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Saturday June 3rd

Despite end of NC's state of emergency, Orange County pandemic programs continue

<p>Masks lie at the entrance to Wilson Library on Jan. 9, 2022.&nbsp;</p>
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Masks lie at the entrance to Wilson Library on Jan. 9, 2022. 

Even with the expiration of the COVID-19-related state of emergency, Orange County continues to provide programs for those still struggling with the impacts of the pandemic.

Renée Price, chairperson of the Orange County Board of County Commissioners, said the COVID-19 pandemic has caused a change in the way of life for the general public.

“We will go to a new normal — going back to what it was is probably almost impossible,” Price said.

A few of the support systems Orange County offers include affordable housing, resources for elderly residents and social services. 

In regard to housing, Orange County's Emergency Housing Assistance(EHA) program provides aid to residents with low incomes and those struggling financially. 

Since March 2020, the EHA has provided over $6 million to Orange County residents to help with costs of rent, mortgage, utilities and other fees.

To be eligible for the program, applicants must earn no more than 30 percent of the area median income, have a housing need related to the COVID-19 pandemic and have insufficient funds to cover housing.

The current income limits for eligibility are $18,150 per year for a single-person household. For a household of four people, the income limit is $25,900.

Corey Root, Orange County's housing & community development director, said there are many ways to learn more about housing assistance in the county, including calling the Orange County housing helpline at  919-245-2655.

“A goal is to really make all of our programs as low barrier and hassle-free as possible,” Root said.

She also said many local initiatives were created as a response to the pandemic, including the Durham Eviction Diversion Program and the Long Time Homeowners Assistance Program – both of which are still ongoing.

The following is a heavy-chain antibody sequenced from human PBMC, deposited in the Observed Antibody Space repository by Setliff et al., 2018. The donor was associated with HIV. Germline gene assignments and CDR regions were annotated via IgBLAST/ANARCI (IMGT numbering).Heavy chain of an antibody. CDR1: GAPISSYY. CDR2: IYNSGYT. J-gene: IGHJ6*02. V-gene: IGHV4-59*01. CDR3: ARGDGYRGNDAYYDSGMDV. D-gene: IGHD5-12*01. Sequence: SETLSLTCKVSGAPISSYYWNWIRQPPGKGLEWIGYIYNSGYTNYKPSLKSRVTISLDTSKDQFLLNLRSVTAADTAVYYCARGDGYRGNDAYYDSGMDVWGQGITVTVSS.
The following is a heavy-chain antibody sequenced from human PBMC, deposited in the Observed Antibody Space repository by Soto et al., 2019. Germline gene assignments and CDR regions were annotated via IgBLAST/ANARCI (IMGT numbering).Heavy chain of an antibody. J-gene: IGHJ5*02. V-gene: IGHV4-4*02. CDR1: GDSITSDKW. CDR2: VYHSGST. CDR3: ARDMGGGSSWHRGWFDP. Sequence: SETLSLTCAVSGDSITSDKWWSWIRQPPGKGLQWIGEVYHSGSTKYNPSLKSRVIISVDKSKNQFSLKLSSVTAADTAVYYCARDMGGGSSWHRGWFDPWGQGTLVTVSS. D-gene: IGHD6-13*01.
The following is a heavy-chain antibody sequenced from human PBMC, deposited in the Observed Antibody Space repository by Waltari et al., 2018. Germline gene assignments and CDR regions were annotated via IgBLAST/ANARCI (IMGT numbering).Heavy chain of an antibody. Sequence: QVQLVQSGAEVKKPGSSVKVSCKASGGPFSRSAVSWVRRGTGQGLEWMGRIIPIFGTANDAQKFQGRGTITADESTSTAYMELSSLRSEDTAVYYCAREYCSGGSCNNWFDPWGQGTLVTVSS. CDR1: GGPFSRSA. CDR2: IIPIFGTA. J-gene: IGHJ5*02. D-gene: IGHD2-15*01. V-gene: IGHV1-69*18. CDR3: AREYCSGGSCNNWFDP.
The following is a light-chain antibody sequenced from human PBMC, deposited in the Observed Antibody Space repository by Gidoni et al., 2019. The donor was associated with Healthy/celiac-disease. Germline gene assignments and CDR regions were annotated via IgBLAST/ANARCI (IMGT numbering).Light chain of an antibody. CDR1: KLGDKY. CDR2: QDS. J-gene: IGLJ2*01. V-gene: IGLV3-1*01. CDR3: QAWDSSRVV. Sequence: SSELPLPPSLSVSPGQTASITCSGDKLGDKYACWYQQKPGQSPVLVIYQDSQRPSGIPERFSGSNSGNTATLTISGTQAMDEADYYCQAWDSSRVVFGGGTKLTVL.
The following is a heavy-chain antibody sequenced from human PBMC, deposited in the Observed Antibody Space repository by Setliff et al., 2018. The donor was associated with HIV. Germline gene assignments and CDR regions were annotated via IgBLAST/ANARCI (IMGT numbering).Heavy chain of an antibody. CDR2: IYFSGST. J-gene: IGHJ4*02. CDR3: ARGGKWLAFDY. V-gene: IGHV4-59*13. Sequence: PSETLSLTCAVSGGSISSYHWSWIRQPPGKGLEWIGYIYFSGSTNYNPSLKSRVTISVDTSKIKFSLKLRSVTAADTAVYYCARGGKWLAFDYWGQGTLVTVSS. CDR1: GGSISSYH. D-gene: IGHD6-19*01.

The Orange County Department on Aging(OCDoA) also provides resources for those 60 years and older who are experiencing problems with adjusting to life post-pandemic,  Orange County Administrative Director Janice Tyler said.

The department offers programs with online options — including exercise classes, counseling services and virtual education programs — for those not prepared to leave their homes, according to the OCDoA.

Shenae McPherson, the volunteer connect 55+ administrator for the department, said the OCDoA has seen high participation rates in their virtual programs because they can more convenient for participants. 

She said OCDoA also conducts wellness checks to help monitor members of the community. These checks are performed either over the phone or in a person's driveway to preserve health and safety. 

McPherson added that these programs are crucial for isolated older adults who do not get much engagement during the day. She said these wellness programs are good because they limit contact between both parties while still allowing them both to stay social.

“It’s amazing what a phone call can do for a participant, but also what it could do for a volunteer,” she said.

Along with wellness checks, McPherson said there are various food distribution programs for those in need — including the Commodity Supplemental Food Program and  a daily hot lunch distribution program — both of which have curbside pickup options.

Kim Lamon-Loperfido, the aging transitions administrator for the Department on Aging, said it has partnered with the Orange County Department of Social Services to distribute iPads to some senior citizens. She said the program provides the participants the ability to access telehealth visits. 

The Department of Social Services also works to help those in the county who need assistance regarding unemployment, rent, utility payments, food and health care. 

McPherson said she has noticed the number of participants in OCDoA programs dwindling and that she hopes more people engage in the future. 

She also noted the importance of receiving the COVID-19 vaccine. 

“I think it’s important to stress the importance of our older adults and the rest of our community members to get vaccinated,” McPherson said. 

Price also said since the dire emergency of the COVID-19 pandemic has passed, that the community should begin moving forward. 


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